Debloating TouchWiz would also help the Galaxy S6 with its overall usability. When I first set up the S6 Edge, it was blazing fast and applications launched quickly. Then I started downloading more apps, which inevitably resulted in even more notifications pushing through compared to the initial review period, and that just seemed to slow everything down. I specifically recall the phone freezing up in the middle of turn-by-turn navigation. I had to pull over my car to restart the phone. I yelled a lot. Driving and diagnosing a sluggish Android device is not safe.

I don’t know exactly why my Galaxy S6 Edge has become so much slower. My own anecdotal experience leads me to believe it has to do with the memory management issues that were rampant shortly after the phone’s release. I haven’t been able to confirm whether Verizon sent out a fix for that in this summer’s Android 5.1.1 update, either. At the very least, it’s not like the Galaxy S6 Edge is slow and sluggish all the time, but when it’s processing a few things at a time, it struggles to keep up with how quickly I expect it to move.

Still the best point-and-shoot

The Galaxy S6 is still one of the best camera phones on the market. It has a 16-megapixel rear-facing camera with an aperture of f/1.9 and auto real-time HDR capabilities. Samsung is so proud of it, it put the same sensor on the Galaxy S6 Edge+ and Galaxy Note 5, which arrived months later.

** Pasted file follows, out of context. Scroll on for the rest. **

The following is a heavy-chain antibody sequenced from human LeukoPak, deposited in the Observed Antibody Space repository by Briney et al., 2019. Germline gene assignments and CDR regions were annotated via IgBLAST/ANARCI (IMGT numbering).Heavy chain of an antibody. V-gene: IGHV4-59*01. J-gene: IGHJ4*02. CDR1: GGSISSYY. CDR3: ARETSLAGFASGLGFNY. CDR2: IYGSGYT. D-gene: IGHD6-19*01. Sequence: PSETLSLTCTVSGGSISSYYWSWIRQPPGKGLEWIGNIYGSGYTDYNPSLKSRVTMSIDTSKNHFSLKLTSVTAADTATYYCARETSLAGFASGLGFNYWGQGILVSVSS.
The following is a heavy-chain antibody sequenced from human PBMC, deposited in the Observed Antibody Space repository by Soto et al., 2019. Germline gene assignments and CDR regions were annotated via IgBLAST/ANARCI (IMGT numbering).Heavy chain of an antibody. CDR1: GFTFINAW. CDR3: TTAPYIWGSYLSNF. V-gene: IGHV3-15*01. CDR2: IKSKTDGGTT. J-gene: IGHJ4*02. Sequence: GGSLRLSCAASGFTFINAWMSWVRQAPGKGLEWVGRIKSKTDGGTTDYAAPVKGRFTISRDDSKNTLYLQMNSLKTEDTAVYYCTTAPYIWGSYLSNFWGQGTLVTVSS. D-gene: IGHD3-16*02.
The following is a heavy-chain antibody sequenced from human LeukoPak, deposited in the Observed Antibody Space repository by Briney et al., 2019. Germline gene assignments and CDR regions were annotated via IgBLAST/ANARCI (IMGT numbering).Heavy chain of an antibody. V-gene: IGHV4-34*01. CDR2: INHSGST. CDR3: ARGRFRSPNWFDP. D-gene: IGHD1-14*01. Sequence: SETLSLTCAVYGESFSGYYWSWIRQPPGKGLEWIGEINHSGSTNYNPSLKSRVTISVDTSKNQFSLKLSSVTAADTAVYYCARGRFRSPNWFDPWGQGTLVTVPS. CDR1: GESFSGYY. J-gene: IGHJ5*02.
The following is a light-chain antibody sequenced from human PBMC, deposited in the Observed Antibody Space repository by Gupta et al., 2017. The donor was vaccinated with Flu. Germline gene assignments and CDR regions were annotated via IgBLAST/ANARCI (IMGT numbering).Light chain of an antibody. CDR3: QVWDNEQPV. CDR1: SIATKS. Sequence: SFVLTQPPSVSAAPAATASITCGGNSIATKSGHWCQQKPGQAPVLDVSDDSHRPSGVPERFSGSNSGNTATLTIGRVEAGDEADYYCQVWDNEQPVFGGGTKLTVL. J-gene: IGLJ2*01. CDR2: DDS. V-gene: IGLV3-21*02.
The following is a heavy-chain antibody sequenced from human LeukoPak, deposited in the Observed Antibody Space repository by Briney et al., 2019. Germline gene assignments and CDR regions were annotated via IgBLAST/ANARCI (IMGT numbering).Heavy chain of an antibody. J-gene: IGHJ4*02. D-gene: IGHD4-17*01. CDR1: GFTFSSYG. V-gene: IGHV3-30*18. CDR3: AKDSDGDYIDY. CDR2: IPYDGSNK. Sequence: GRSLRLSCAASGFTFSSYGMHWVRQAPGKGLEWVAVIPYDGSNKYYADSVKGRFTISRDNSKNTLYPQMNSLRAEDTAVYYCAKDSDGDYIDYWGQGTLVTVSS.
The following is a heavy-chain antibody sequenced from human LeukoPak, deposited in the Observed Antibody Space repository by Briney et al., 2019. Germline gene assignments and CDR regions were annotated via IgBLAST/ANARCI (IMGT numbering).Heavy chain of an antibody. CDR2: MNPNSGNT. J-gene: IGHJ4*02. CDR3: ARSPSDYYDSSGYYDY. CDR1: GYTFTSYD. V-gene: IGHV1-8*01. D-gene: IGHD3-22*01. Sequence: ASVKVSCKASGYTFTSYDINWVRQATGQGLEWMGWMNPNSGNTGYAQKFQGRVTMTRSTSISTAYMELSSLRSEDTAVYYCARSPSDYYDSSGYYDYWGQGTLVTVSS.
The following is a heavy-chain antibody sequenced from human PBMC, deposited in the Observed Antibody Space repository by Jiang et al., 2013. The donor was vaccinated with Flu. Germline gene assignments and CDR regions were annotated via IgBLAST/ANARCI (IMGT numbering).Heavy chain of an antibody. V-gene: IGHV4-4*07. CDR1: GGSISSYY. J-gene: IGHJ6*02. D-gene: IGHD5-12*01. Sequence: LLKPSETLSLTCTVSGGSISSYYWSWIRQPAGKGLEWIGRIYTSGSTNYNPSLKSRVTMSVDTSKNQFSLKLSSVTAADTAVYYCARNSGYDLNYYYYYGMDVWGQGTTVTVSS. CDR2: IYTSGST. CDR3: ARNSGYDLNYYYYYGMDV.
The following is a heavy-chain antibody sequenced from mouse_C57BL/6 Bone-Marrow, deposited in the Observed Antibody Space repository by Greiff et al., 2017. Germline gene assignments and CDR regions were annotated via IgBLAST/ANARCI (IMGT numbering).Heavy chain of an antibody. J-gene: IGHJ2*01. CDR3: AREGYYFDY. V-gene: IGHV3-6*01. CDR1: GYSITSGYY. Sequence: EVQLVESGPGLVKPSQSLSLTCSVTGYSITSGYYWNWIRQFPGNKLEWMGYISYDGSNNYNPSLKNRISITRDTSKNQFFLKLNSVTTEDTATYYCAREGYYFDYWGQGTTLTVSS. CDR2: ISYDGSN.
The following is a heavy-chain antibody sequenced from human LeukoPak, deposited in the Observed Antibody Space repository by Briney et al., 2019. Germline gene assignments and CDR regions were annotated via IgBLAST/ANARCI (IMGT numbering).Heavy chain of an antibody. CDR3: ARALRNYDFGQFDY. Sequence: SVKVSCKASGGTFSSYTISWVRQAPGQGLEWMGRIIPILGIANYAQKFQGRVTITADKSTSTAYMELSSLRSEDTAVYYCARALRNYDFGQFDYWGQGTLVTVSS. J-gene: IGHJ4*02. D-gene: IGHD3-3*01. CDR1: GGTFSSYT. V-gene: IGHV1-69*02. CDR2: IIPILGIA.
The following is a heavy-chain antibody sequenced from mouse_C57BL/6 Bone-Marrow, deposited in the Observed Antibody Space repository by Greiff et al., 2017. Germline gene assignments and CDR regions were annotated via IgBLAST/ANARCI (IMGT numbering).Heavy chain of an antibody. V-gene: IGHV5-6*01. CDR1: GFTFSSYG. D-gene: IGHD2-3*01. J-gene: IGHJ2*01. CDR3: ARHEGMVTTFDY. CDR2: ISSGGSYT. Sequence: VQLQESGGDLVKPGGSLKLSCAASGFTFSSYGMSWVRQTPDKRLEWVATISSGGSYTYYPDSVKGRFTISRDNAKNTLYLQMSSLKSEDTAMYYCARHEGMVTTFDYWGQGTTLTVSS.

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An untouched photo of New York City through my hotel window. 

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An untouched photo of San Francisco taken with the Galaxy S6 Edge.

The only smartphone that’s manage to edge by the Galaxy S6’s camera is the LG G4, but that phone is a bit too big for me. The S6’s smaller size means that it’s a camera I can easily take anywhere, which is why I pop my SIM inside when I know I’ll need a proper point-and-shoot device on hand. It fits easily inside the smallest of my purses, and its fantastic low-light performance means it snaps some of the best bar selfies with my pals. I also don’t have to worry about it falling out of my jacket or bulking up my pants pockets like I do with the larger Nexus 6P.

Battery life is inconsistent

Battery life was so good on the Korean variants of the Galaxy S6 and S6 Edge I originally reviewed. Our benchmarks told the story of a pair of phones that could outlast other high-end phones. But, when I brought home my Verizon version of the S6 Edge, I had a decidedly different experience.